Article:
Summer of Indie: Graphic Novel Review: Devil’s Island

Devil’s Island is a moody, humid story of the notorious French prison camp off Guyana set in the 1870. It is a rich story with a heady feel of corruption and regret.

The story is told in such a way that it feels natural to the subject matter, rather than post modern take on it. You feel it could be an adaptation of a period novel.  This, in this era of occult Nazis and winking post-modern and inevitably ‘steampunk’ historical settings, is a refreshing change.

It is written by Nikoila Jajic, drawn by Josef Cage and coloured by Raymund Lee. Cover was by Diosdado Mondero and the lettering by Peter Simeti.

The story concerns the position on the island of four ‘hunters’ – prisoners who are used by the warders to pursue escapees. Each has their own story which is told in flash back and each is a collision of the sordid and the tragic. Two of the Four are French veterans of theCrimea, a least one haunted by their service there and it was nice to see that conflict alluded to and the French contribution remembered. Their affairs are laced with real historical events but in a way which isn’t heavy handed and I suspect would be understandable even for someone unaware of the underlying history. In the first tranche of the story the writing is good with the dialogue being under-stated enough to sound natural without falling into the clichés of hard-boiled. The art has decent acting and panels are not made too busy so to obstruct the narrative.

Events unfold on the islands which lead to a man-hunt and ultimately a confrontation with the Prison authorities for the hunters. These sections have a very western feel despite the lack of six-shooters and the jungle terrain. The manhunt and resulting events have a hard-edged masculine feel that works very well. The action in this section is excellent – very dynamic with good use of silhouetted action and fight action outside of conventional panels making great use of angles.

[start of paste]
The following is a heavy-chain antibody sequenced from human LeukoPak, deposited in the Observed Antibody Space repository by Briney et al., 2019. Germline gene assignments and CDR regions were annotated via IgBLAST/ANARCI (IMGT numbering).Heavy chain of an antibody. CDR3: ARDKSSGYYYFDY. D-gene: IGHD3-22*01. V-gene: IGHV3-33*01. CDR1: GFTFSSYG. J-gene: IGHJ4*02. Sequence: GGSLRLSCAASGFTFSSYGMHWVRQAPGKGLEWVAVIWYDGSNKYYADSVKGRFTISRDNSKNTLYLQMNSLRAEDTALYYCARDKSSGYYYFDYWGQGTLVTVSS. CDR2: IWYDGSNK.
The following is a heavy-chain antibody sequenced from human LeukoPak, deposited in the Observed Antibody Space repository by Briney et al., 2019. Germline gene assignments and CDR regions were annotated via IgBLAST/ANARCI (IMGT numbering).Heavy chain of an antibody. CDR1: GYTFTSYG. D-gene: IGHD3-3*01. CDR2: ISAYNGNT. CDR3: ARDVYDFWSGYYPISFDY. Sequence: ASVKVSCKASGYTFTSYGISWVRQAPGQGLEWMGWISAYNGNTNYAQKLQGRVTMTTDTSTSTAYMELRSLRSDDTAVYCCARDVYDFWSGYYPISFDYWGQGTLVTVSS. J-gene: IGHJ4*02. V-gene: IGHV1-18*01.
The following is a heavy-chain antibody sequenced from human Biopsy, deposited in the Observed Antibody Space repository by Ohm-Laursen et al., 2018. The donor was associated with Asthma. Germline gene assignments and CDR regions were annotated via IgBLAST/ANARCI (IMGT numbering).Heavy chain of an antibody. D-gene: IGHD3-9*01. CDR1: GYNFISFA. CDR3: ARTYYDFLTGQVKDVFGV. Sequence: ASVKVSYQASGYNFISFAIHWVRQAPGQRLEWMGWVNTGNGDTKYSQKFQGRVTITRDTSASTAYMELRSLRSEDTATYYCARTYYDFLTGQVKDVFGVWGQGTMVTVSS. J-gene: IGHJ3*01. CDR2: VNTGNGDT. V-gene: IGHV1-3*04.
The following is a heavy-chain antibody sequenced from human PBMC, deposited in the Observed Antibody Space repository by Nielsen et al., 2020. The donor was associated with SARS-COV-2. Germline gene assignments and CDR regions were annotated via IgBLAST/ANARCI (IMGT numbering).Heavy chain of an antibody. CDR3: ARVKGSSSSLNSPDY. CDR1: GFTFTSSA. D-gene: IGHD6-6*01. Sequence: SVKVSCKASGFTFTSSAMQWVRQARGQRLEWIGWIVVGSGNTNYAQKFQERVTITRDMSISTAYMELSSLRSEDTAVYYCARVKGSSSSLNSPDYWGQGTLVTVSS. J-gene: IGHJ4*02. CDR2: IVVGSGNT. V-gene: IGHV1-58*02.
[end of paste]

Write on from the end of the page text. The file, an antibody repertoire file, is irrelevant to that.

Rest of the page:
I was going to gripe with the the ‘john wayne’ rate at which what look like muzzle loading rifles appear to be reloaded and firing. Thought may be bigger gaps between panels than I thought or stolen guns being used for each shots but I was confused and it’s a bit of bugbear with me.  However thanks to the power of wikipedia I discovered the Tabatiere breech loading rifles were converted from muzzle-loaders so I, at least can sleep easily. I suspect however that resemblance is not accidental there is a lot in the look and background of this story that suggest it has been well researched.

The story ends to a nice blow which potentially links back to an earlier image.  An alternative ending is included in the book and I think the right end was chosen.

Generally the colour palate was excellent and very moody emphasising the tropical, heavy, sweaty feel of the piece. The Guards uniforms do seem to switch between Green and blue, even in the same scene. I’m unaware of the prison guard uniforms of the Second Empire so there might be a reason for this (the colour varying depending on lighting perhaps) but it stuck out for me.

Each Chapter started with a decompressed style but this severed an introduction and within 2 pages with the storytelling is real value for money without feeling cluttered.

Overall a convincing graphic novel – I identified with the characters and was moved by their plight. The images and script worked well together. The colour pallet was sympathetic to the art and story.

GS Rating: 4/5 stars.

GS Reviewer: Clarkythecruel

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